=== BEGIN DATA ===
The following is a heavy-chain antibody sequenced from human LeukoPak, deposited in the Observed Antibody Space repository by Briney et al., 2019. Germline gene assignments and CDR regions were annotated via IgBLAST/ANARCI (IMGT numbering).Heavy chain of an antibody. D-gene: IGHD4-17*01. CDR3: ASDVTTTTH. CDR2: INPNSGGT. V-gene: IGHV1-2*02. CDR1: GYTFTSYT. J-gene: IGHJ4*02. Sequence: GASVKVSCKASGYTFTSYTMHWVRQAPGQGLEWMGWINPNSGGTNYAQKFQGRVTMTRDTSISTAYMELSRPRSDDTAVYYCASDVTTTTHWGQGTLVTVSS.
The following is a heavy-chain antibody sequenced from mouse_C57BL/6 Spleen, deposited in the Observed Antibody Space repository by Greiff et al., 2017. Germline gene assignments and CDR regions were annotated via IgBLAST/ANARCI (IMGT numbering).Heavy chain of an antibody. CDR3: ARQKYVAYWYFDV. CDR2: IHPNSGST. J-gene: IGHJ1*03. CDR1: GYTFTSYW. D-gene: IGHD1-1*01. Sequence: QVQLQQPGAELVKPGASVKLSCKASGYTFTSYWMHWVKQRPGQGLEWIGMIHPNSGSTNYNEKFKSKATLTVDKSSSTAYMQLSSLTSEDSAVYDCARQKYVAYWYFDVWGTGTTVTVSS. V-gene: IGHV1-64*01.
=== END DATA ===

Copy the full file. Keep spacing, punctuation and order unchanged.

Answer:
The following is a heavy-chain antibody sequenced from human LeukoPak, deposited in the Observed Antibody Space repository by Briney et al., 2019. Germline gene assignments and CDR regions were annotated via IgBLAST/ANARCI (IMGT numbering).Heavy chain of an antibody. D-gene: IGHD4-17*01. CDR3: ASDVTTTTH. CDR2: INPNSGGT. V-gene: IGHV1-2*02. CDR1: GYTFTSYT. J-gene: IGHJ4*02. Sequence: GASVKVSCKASGYTFTSYTMHWVRQAPGQGLEWMGWINPNSGGTNYAQKFQGRVTMTRDTSISTAYMELSRPRSDDTAVYYCASDVTTTTHWGQGTLVTVSS.
The following is a heavy-chain antibody sequenced from mouse_C57BL/6 Spleen, deposited in the Observed Antibody Space repository by Greiff et al., 2017. Germline gene assignments and CDR regions were annotated via IgBLAST/ANARCI (IMGT numbering).Heavy chain of an antibody. CDR3: ARQKYVAYWYFDV. CDR2: IHPNSGST. J-gene: IGHJ1*03. CDR1: GYTFTSYW. D-gene: IGHD1-1*01. Sequence: QVQLQQPGAELVKPGASVKLSCKASGYTFTSYWMHWVKQRPGQGLEWIGMIHPNSGSTNYNEKFKSKATLTVDKSSSTAYMQLSSLTSEDSAVYDCARQKYVAYWYFDVWGTGTTVTVSS. V-gene: IGHV1-64*01.